As a history teacher, Joshua Vaughn was already familiar with many of the details of the 1921 Tulsa Race Massacre.

But Vaughn, who teaches Advanced Placement history at Ada High School, gained new insights into the massacre when he attended a workshop on the subject last month in Tulsa. For instance, he learned that the riot looked more like a war in its first few hours.

“There were World War I veterans,” he said in a June 28 interview. “They were African American and they were white, and they were fighting a battle.

“They were taking hills, and there were machine gun emplacements. That part, I wasn’t as much aware of. I didn’t realize that the black community decided it was not going to happen to them, and they fought.”

Oklahoma State University-Tulsa hosted the three day workshop in north Tulsa’s Greenwood neighborhood, the site of a two-day riot that devastated the district in 1921. The workshop offered fifth- through 12th-grade teachers ideas and strategies for teaching students about the massacre.

Teachers attending the workshop drew on literature, writing, field trips and guest speakers to build resources that they could take back to their classroom. In addition, participants received books, digital resources and a professional development certificate.

The massacre

The incident that sparked the massacre occurred May 30, 1921, when a black man named Dick Rowland was riding in the elevator at Tulsa’s Drexel Building, along with a white woman named Sarah Page, according to the Tulsa Historical Society and Museum. The historical society said the details of what happened next varied, depending on who was telling the story — and the story became more exaggerated with each new version.

Tulsa police arrested Rowland the next day and started an investigation.

“An inflammatory report in the May 31 edition of the Tulsa Tribune spurred a confrontation between black and white armed mobs around the courthouse, where the sheriff and his men had barricaded the top floor to protect Rowland,” the historical society said on its website, www.tulsahistory.org. “Shots were fired and the outnumbered African Americans began retreating to the Greenwood District.”

Early the next morning, white rioters looted and burned the district. Then-Gov. James Robertson declared martial law and National Guard troops descended on Tulsa.

The troops helped firemen put out fires, took African Americans out of vigilantes’ hands and imprisoned all African-American Tulsa residents who were not already in jail. More than 6,000 people were held at the Convention Hall and the Fairgrounds — some for up to eight days.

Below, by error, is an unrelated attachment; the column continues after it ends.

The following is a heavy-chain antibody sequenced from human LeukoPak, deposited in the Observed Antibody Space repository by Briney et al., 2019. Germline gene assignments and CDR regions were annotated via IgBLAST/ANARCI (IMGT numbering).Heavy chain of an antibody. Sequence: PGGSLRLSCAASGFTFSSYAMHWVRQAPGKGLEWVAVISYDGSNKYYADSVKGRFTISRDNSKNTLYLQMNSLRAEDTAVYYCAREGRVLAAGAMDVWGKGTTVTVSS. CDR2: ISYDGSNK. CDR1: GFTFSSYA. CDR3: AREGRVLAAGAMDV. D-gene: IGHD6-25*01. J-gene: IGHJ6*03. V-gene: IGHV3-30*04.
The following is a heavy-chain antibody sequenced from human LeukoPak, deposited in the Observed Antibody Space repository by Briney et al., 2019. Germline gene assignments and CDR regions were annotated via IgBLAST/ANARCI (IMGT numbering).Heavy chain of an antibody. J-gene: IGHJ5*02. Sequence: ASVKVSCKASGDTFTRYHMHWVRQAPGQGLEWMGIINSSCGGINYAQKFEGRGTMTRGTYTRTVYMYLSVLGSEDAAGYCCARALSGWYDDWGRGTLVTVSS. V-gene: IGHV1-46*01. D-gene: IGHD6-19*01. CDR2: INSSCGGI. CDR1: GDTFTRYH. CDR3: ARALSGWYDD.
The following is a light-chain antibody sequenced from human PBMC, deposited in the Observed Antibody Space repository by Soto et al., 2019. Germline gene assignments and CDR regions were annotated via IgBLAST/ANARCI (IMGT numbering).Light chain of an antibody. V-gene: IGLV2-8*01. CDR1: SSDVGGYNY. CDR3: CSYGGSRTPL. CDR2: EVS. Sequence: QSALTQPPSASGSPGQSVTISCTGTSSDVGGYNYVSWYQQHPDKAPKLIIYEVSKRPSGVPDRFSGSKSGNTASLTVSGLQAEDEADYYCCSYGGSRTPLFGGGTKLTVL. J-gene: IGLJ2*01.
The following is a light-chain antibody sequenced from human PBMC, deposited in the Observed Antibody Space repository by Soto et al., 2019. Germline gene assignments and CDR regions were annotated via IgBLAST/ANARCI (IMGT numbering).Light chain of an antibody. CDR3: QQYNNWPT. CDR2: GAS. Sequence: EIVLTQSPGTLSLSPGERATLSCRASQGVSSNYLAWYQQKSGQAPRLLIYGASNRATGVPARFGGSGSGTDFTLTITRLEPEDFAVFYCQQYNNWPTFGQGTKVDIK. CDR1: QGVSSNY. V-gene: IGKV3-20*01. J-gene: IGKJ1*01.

“Twenty-four hours after the violence erupted, it ceased,” the historical society said. “In the wake of the violence, 35 city blocks lay in charred ruins, over 800 people were treated for injuries and contemporary reports of deaths began at 36. Historians now believe as many as 300 people may have died.”

The massacre decimated the Greenwood District, known at the time as “Black Wall Street” because it was a nationally renowned hub for African-American business owners. The district was rebuilt in the years following the riot, then experienced a revival in the 1930s and 1940s before declining again.

Today, the district is home to 13 businesses, eight nonprofits, six city and state agencies and two churches that survived the 1921 riot, according to the Greenwood Chamber of Commerce-Tulsa’s Facebook page.

Teaching history

Vaughn’s AP American history class already includes a discussion of the Tulsa Race Massacre, he said. He said he shows his students a video about the massacre and tells them that it was part of a series of race riots that erupted across the country in the summer of 1921.

But after attending the recent workshop in Tulsa, Vaughn is rethinking his approach.

“I”m going to lengthen the amount of time that we talk about it,” he said. “I generally would just do it in one class period.

“At this time, I’m thinking about doing an entire week and working with other people in my department to try to put it in Black History Month so that we can really try to do something more to inform our students.”

Eric Swanson is the City Hall and general assignment reporter for The Ada News. He spent 15 years working at the Dodge City Daily Globe in Dodge City, Kansas, before joining The Ada News’ staff in 2012.